Conservation of Asian Elephants through Community Awareness and Identification of Crop-Raiding Elephants to Mitigate Human-Elephant Conflict in Wayanad Plateau

6 May 2021 Wayanad Wildlife Sanctuary, India, Indian Sub-continent Conflict | Elephants | Mammals

Anoop Nadukkalathil Ravi


Other projects

1 Aug 2019

Developing a Comprehensive Conservation Plan to Reduce Human-Elephant Conflict in Wayanad Plateau: A Rapidly Degrading Summer Range of Asian Elephants, India

The Western Ghats biodiversity hotspot supports about 25% of the wild population of Asian elephants. The Ghats expected to hold a minimum population of 10,000 elephants distributed in four landscape complexes. Among these, the Brahmagiri–Nilgiri–Eastern Ghats elephant Landscape (hereafter NEG) supports over 57 % of the elephant population, which is the largest single breeding population of the species at its highest density anywhere in Asia. The NEG is prone to seasonal fluctuation in resource availability where a large tract of dry forest reduces its carrying capacity for elephants during summer due to lack of surface water and poor forage quality. The Wayanad plateau of the NEG is a wet forest tract that supports numerous perennial water sources and low-lying swamps due to its unique geographical and climatic features. Hence, this region is expected to be an important micro-habitat for elephants in the NEG during summer. However, most of the plateau has been converted into human habitation and cultivation following India’s independence which left a small fragmented and degraded tract of forest. The remaining forest in the plateau still acts as a key wet tract for elephants in the NEG. However, very little research has been carried out in the region, and the forest is degrading drastically due to various anthropogenic disturbances.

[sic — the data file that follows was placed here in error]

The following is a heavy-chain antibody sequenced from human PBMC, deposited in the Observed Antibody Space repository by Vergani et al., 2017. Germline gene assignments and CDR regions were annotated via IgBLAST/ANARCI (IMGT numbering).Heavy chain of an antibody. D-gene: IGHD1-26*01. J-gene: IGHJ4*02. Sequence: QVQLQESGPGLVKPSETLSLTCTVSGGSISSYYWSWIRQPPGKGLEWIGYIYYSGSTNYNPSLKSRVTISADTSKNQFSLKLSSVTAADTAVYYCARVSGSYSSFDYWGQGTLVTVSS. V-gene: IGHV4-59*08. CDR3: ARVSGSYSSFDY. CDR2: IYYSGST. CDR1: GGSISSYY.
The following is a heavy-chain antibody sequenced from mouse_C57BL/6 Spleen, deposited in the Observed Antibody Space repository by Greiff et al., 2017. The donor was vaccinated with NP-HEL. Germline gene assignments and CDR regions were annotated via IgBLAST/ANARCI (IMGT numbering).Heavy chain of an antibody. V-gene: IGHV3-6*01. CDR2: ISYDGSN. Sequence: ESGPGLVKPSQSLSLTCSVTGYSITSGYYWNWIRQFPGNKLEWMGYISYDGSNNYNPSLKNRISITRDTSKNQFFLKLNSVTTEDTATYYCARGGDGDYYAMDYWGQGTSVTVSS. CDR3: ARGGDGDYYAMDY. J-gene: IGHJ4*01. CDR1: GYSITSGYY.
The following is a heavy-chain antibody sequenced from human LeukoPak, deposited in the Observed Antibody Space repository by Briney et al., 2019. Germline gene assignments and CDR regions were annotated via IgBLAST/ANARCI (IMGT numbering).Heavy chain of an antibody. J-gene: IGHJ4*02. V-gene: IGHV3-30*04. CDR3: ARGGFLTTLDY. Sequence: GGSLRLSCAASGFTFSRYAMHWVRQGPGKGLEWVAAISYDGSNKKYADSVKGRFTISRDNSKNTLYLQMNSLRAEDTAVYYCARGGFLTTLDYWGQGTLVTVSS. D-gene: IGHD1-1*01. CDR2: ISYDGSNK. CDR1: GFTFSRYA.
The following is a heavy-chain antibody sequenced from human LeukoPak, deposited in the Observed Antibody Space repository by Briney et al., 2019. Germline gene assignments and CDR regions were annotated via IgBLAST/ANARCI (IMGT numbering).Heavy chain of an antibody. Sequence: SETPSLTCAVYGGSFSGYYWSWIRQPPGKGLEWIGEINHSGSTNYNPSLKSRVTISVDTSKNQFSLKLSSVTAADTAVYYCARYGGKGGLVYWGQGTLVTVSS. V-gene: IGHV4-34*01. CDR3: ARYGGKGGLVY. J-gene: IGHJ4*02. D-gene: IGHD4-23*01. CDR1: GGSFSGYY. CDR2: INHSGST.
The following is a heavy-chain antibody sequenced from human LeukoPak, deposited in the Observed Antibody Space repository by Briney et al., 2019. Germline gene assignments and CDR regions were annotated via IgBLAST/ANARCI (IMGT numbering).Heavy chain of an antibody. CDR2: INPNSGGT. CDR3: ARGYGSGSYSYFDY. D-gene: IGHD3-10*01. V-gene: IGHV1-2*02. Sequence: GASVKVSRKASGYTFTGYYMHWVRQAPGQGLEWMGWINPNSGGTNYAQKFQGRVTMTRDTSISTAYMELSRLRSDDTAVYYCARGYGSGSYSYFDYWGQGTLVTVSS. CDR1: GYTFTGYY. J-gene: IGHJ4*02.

An adult male elephant in musth at Wayanad Wildlife Sanctuary. Bull elephants are reponsible for most of the crop raiding incidents and killing of people in Wayanad

An adult male elephant in musth at Wayanad Wildlife Sanctuary. Bull elephants are reponsible for most of the crop raiding incidents and killing of people in Wayanad

Currently, increasing Human-Elephant Conflict (HEC) is the major social and conservation issue in the landscape. In the last ten years, more than 30 people lost their lives in the Wayanad district due to HEC situations. With the problem escalating over the years, it is evident that we are not making much headway. Our previous project revealed that the patterns of crop-raiding are mainly influenced by the individual behaviour of bull elephants. However, very little is known about the number of raiders, their sex, or the frequency of raiding mainly because raiding is largely nocturnal.

This project aims to identify all persistent and occasional crop-raiders in the landscape, study their movement pattern, and site fidelity to develop conflict mitigation plans in the future. This project will also test the efficacy of different conflict mitigation strategies used in the landscape to advise the best methods to reduce conflict situations. We also found that there is less availability of awareness materials to the key stakeholders about the importance of elephants and their habitat conservation in the study area. Hence, this project also aims to raise awareness about the importance of elephant and their habitat conservation to the key stakeholders.

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11 May 2021

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